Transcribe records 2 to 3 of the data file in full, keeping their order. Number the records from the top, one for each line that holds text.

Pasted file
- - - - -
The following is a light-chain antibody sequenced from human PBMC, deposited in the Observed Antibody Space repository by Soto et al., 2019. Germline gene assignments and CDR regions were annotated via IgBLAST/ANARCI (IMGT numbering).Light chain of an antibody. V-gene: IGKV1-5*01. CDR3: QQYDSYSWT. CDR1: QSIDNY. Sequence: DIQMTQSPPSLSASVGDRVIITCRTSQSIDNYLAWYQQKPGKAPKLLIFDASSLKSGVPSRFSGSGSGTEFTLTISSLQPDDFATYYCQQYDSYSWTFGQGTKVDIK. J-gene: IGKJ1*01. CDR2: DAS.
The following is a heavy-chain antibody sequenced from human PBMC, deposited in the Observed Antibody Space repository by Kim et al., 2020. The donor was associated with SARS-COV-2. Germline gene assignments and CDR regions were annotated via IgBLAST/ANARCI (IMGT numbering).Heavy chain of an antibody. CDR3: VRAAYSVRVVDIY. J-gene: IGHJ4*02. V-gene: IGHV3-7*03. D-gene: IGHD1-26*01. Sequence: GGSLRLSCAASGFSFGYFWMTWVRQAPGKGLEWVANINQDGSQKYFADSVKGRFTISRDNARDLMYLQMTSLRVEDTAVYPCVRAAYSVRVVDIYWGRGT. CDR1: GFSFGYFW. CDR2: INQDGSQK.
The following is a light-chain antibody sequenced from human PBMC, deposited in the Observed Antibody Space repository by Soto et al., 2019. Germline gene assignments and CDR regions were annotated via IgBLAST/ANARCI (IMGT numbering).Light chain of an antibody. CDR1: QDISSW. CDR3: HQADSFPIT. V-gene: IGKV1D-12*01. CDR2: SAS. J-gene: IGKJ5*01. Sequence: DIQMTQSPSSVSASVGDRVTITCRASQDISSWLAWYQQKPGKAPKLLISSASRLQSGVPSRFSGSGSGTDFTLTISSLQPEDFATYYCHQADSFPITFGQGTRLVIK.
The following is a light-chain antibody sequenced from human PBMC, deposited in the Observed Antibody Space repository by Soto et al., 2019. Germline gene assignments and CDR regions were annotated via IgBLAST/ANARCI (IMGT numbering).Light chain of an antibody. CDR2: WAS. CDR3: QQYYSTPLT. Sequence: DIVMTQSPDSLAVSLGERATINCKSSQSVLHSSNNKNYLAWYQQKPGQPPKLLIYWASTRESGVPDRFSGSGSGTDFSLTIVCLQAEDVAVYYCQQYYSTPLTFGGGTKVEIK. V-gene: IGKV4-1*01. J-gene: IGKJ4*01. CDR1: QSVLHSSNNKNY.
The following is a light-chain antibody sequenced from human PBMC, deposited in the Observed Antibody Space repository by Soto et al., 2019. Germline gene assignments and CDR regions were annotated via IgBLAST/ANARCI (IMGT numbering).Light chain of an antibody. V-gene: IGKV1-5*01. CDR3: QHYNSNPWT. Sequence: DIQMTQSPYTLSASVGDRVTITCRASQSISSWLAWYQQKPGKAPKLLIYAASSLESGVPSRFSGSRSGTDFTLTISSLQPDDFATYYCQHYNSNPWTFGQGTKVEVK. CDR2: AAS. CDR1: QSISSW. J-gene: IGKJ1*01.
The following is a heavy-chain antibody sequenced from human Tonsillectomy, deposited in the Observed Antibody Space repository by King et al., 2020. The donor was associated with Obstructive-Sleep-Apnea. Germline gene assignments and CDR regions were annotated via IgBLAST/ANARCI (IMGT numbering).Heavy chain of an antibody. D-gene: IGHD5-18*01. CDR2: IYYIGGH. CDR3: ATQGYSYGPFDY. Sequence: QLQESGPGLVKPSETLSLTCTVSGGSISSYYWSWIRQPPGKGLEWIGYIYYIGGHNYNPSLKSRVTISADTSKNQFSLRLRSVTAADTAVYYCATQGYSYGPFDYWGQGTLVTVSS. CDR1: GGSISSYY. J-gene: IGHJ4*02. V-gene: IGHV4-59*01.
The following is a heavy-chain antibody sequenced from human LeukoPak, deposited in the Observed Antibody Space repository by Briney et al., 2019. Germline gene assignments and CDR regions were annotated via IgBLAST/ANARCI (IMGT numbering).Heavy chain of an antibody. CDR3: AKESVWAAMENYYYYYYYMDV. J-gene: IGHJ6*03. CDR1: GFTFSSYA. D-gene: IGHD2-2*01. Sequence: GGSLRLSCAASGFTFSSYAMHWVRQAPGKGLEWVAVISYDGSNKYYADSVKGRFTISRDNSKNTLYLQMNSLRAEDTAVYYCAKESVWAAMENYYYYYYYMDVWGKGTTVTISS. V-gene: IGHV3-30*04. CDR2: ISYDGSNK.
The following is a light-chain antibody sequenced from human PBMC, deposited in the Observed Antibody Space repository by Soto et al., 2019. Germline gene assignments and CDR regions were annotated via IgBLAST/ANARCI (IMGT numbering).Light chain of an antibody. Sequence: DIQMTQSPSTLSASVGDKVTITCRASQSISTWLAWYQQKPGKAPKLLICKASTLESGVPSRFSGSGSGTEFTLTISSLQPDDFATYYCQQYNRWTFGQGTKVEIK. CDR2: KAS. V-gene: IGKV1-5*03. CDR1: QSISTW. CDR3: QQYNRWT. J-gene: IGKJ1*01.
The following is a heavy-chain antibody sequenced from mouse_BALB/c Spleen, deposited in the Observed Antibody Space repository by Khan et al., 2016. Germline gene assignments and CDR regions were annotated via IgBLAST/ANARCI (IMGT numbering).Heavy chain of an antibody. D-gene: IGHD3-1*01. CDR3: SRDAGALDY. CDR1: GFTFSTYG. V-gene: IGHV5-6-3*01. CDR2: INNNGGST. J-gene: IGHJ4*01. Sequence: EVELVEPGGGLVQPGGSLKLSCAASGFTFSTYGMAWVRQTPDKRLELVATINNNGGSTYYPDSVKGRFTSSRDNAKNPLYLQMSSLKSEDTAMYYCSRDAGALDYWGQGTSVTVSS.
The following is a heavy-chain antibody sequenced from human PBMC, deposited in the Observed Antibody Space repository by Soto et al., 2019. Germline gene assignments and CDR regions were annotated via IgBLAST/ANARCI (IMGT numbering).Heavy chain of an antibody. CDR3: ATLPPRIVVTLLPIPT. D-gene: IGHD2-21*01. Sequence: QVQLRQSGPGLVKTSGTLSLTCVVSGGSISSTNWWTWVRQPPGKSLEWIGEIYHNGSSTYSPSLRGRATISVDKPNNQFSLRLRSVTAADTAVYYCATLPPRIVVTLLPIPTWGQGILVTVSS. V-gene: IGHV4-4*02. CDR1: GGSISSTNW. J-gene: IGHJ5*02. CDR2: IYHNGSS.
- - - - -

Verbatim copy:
The following is a heavy-chain antibody sequenced from human PBMC, deposited in the Observed Antibody Space repository by Kim et al., 2020. The donor was associated with SARS-COV-2. Germline gene assignments and CDR regions were annotated via IgBLAST/ANARCI (IMGT numbering).Heavy chain of an antibody. CDR3: VRAAYSVRVVDIY. J-gene: IGHJ4*02. V-gene: IGHV3-7*03. D-gene: IGHD1-26*01. Sequence: GGSLRLSCAASGFSFGYFWMTWVRQAPGKGLEWVANINQDGSQKYFADSVKGRFTISRDNARDLMYLQMTSLRVEDTAVYPCVRAAYSVRVVDIYWGRGT. CDR1: GFSFGYFW. CDR2: INQDGSQK.
The following is a light-chain antibody sequenced from human PBMC, deposited in the Observed Antibody Space repository by Soto et al., 2019. Germline gene assignments and CDR regions were annotated via IgBLAST/ANARCI (IMGT numbering).Light chain of an antibody. CDR1: QDISSW. CDR3: HQADSFPIT. V-gene: IGKV1D-12*01. CDR2: SAS. J-gene: IGKJ5*01. Sequence: DIQMTQSPSSVSASVGDRVTITCRASQDISSWLAWYQQKPGKAPKLLISSASRLQSGVPSRFSGSGSGTDFTLTISSLQPEDFATYYCHQADSFPITFGQGTRLVIK.